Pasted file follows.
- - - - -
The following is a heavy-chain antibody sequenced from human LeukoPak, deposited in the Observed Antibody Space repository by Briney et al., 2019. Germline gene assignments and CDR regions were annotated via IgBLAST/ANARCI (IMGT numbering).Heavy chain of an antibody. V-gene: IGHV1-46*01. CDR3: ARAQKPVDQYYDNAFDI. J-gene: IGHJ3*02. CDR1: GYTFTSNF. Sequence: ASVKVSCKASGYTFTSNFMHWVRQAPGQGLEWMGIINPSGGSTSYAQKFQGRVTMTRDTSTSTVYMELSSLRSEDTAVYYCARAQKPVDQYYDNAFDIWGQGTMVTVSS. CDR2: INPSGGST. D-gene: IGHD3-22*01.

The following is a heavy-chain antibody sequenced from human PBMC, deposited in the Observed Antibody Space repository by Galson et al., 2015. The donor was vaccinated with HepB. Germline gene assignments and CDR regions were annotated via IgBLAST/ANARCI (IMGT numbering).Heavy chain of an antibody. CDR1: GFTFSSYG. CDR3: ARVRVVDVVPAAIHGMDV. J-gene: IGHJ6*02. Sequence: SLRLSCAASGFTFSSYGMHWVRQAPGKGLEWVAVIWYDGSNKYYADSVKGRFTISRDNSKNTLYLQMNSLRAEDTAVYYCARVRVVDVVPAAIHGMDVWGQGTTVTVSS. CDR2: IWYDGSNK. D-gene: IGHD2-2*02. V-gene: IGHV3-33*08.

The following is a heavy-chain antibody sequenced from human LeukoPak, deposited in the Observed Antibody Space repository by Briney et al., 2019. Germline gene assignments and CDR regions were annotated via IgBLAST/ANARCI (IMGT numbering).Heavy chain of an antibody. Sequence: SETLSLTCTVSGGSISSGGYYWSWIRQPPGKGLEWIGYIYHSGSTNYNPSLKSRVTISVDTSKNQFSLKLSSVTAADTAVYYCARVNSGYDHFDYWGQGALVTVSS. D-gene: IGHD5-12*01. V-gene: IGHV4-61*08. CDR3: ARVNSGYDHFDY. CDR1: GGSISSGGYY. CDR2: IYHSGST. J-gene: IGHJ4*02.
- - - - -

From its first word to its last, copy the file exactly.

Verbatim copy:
The following is a heavy-chain antibody sequenced from human LeukoPak, deposited in the Observed Antibody Space repository by Briney et al., 2019. Germline gene assignments and CDR regions were annotated via IgBLAST/ANARCI (IMGT numbering).Heavy chain of an antibody. V-gene: IGHV1-46*01. CDR3: ARAQKPVDQYYDNAFDI. J-gene: IGHJ3*02. CDR1: GYTFTSNF. Sequence: ASVKVSCKASGYTFTSNFMHWVRQAPGQGLEWMGIINPSGGSTSYAQKFQGRVTMTRDTSTSTVYMELSSLRSEDTAVYYCARAQKPVDQYYDNAFDIWGQGTMVTVSS. CDR2: INPSGGST. D-gene: IGHD3-22*01.

The following is a heavy-chain antibody sequenced from human PBMC, deposited in the Observed Antibody Space repository by Galson et al., 2015. The donor was vaccinated with HepB. Germline gene assignments and CDR regions were annotated via IgBLAST/ANARCI (IMGT numbering).Heavy chain of an antibody. CDR1: GFTFSSYG. CDR3: ARVRVVDVVPAAIHGMDV. J-gene: IGHJ6*02. Sequence: SLRLSCAASGFTFSSYGMHWVRQAPGKGLEWVAVIWYDGSNKYYADSVKGRFTISRDNSKNTLYLQMNSLRAEDTAVYYCARVRVVDVVPAAIHGMDVWGQGTTVTVSS. CDR2: IWYDGSNK. D-gene: IGHD2-2*02. V-gene: IGHV3-33*08.

The following is a heavy-chain antibody sequenced from human LeukoPak, deposited in the Observed Antibody Space repository by Briney et al., 2019. Germline gene assignments and CDR regions were annotated via IgBLAST/ANARCI (IMGT numbering).Heavy chain of an antibody. Sequence: SETLSLTCTVSGGSISSGGYYWSWIRQPPGKGLEWIGYIYHSGSTNYNPSLKSRVTISVDTSKNQFSLKLSSVTAADTAVYYCARVNSGYDHFDYWGQGALVTVSS. D-gene: IGHD5-12*01. V-gene: IGHV4-61*08. CDR3: ARVNSGYDHFDY. CDR1: GGSISSGGYY. CDR2: IYHSGST. J-gene: IGHJ4*02.